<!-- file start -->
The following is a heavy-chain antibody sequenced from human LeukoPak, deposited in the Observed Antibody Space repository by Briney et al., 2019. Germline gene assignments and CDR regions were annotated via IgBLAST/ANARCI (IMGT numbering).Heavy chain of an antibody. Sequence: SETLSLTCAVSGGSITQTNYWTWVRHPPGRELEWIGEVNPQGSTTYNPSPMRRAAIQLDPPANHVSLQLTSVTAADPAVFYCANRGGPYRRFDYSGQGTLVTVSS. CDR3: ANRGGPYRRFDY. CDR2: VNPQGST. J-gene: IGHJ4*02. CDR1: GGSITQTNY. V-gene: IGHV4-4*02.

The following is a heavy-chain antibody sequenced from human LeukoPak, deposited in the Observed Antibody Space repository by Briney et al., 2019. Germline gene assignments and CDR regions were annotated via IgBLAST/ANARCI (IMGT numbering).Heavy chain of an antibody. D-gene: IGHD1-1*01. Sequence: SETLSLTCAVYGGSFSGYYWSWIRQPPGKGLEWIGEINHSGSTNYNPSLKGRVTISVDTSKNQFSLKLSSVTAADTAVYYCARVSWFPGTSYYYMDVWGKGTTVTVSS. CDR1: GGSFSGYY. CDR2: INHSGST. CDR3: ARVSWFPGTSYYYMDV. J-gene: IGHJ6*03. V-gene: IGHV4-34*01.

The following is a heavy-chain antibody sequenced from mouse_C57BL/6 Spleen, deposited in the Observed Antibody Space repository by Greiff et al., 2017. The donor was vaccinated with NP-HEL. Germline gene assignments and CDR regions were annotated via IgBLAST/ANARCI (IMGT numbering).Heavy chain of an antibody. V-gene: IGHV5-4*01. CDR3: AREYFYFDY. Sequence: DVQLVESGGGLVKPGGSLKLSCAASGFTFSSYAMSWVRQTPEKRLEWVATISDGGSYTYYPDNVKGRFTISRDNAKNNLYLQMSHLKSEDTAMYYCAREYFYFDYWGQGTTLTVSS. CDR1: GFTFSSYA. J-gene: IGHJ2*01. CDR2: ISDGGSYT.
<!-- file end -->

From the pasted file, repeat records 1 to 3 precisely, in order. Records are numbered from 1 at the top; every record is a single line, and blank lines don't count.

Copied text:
The following is a heavy-chain antibody sequenced from human LeukoPak, deposited in the Observed Antibody Space repository by Briney et al., 2019. Germline gene assignments and CDR regions were annotated via IgBLAST/ANARCI (IMGT numbering).Heavy chain of an antibody. Sequence: SETLSLTCAVSGGSITQTNYWTWVRHPPGRELEWIGEVNPQGSTTYNPSPMRRAAIQLDPPANHVSLQLTSVTAADPAVFYCANRGGPYRRFDYSGQGTLVTVSS. CDR3: ANRGGPYRRFDY. CDR2: VNPQGST. J-gene: IGHJ4*02. CDR1: GGSITQTNY. V-gene: IGHV4-4*02.

The following is a heavy-chain antibody sequenced from human LeukoPak, deposited in the Observed Antibody Space repository by Briney et al., 2019. Germline gene assignments and CDR regions were annotated via IgBLAST/ANARCI (IMGT numbering).Heavy chain of an antibody. D-gene: IGHD1-1*01. Sequence: SETLSLTCAVYGGSFSGYYWSWIRQPPGKGLEWIGEINHSGSTNYNPSLKGRVTISVDTSKNQFSLKLSSVTAADTAVYYCARVSWFPGTSYYYMDVWGKGTTVTVSS. CDR1: GGSFSGYY. CDR2: INHSGST. CDR3: ARVSWFPGTSYYYMDV. J-gene: IGHJ6*03. V-gene: IGHV4-34*01.

The following is a heavy-chain antibody sequenced from mouse_C57BL/6 Spleen, deposited in the Observed Antibody Space repository by Greiff et al., 2017. The donor was vaccinated with NP-HEL. Germline gene assignments and CDR regions were annotated via IgBLAST/ANARCI (IMGT numbering).Heavy chain of an antibody. V-gene: IGHV5-4*01. CDR3: AREYFYFDY. Sequence: DVQLVESGGGLVKPGGSLKLSCAASGFTFSSYAMSWVRQTPEKRLEWVATISDGGSYTYYPDNVKGRFTISRDNAKNNLYLQMSHLKSEDTAMYYCAREYFYFDYWGQGTTLTVSS. CDR1: GFTFSSYA. J-gene: IGHJ2*01. CDR2: ISDGGSYT.